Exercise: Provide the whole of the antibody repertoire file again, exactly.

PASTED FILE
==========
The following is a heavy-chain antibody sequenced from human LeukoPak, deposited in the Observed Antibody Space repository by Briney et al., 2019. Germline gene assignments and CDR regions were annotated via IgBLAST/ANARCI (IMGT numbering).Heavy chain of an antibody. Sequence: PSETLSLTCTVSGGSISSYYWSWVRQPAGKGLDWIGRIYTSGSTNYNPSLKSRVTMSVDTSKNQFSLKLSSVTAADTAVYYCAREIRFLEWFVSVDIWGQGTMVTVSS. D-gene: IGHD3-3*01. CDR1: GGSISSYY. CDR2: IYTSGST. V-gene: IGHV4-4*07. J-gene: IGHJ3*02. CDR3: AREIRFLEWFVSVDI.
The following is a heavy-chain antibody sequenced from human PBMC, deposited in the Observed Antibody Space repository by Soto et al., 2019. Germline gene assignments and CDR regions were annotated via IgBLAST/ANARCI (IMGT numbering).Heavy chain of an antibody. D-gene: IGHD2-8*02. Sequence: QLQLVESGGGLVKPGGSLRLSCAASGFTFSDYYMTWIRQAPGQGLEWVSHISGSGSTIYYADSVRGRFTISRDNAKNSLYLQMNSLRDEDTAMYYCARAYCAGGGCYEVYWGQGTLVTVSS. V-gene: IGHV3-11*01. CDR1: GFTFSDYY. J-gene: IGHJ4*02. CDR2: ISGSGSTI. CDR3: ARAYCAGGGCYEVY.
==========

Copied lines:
The following is a heavy-chain antibody sequenced from human LeukoPak, deposited in the Observed Antibody Space repository by Briney et al., 2019. Germline gene assignments and CDR regions were annotated via IgBLAST/ANARCI (IMGT numbering).Heavy chain of an antibody. Sequence: PSETLSLTCTVSGGSISSYYWSWVRQPAGKGLDWIGRIYTSGSTNYNPSLKSRVTMSVDTSKNQFSLKLSSVTAADTAVYYCAREIRFLEWFVSVDIWGQGTMVTVSS. D-gene: IGHD3-3*01. CDR1: GGSISSYY. CDR2: IYTSGST. V-gene: IGHV4-4*07. J-gene: IGHJ3*02. CDR3: AREIRFLEWFVSVDI.
The following is a heavy-chain antibody sequenced from human PBMC, deposited in the Observed Antibody Space repository by Soto et al., 2019. Germline gene assignments and CDR regions were annotated via IgBLAST/ANARCI (IMGT numbering).Heavy chain of an antibody. D-gene: IGHD2-8*02. Sequence: QLQLVESGGGLVKPGGSLRLSCAASGFTFSDYYMTWIRQAPGQGLEWVSHISGSGSTIYYADSVRGRFTISRDNAKNSLYLQMNSLRDEDTAMYYCARAYCAGGGCYEVYWGQGTLVTVSS. V-gene: IGHV3-11*01. CDR1: GFTFSDYY. J-gene: IGHJ4*02. CDR2: ISGSGSTI. CDR3: ARAYCAGGGCYEVY.